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Re: corral surfacing?
With your proposed plan, I'm not sure how long the sand will last before all
sifting down into the 3/4" gravel.
This is the second winter for my *remodeled* paddocks. I had all the
decomposed granite dug out, corrugated plastic drains were strategically
placed, then about 6 inches of 1-3/4" ballast rock, then landscape fabric,
then finally the 4-6" of arena sand, which is half reject sand and half 4x8
OK, the GOOD news is that there is no mud now at my barn, and each horse has
his own private sandbox to roll and sleep in and they absolutely love it.
Their feet and pasterns stay clean and dry and there's no caked mud and
manure to scrape off. My pasture is much too boggy to let them out on it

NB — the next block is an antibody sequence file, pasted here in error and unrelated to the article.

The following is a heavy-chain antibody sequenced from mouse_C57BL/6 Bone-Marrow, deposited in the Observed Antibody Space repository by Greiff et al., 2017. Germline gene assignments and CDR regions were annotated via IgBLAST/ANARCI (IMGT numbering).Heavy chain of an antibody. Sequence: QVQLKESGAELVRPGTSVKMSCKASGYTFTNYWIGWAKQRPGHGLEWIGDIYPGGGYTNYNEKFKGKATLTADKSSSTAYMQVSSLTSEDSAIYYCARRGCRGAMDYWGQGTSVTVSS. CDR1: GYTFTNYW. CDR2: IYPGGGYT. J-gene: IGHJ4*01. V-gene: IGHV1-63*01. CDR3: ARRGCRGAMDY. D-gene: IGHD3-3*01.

during the winter so they must be confined to paddocks (25 x 65) running off
The BAD news is that in order to preserve the integrity of the drainage of
this investment all manure needs to be picked up twice a day. And they
track it into the stalls when it's wet--just can't get them trained to wipe
their feet <bg> The other bad news is that sand creates incredible amounts
of dust in the summer and requires some watering down. My set up is such
that they come in off the pasture thru the sand paddocks to get to shade and
water in their stalls. Also, they're put into the individual paddock/stall
at night for feeding in the summer. It should be obvious that you cannot
feed on the sand--you need to have feeders in stalls so they won't be
From: Michelle Rowe <firstname.lastname@example.org>
>Help! We have sticky clay, and it's gotten incredibly slick and muddy in
>the horse corrals. I'm considering surfacing our corrals with 6" of
>roadbase gravel (3/4") and then 6" of sand on top of that - around $2k to
>surface 36' x 75'.
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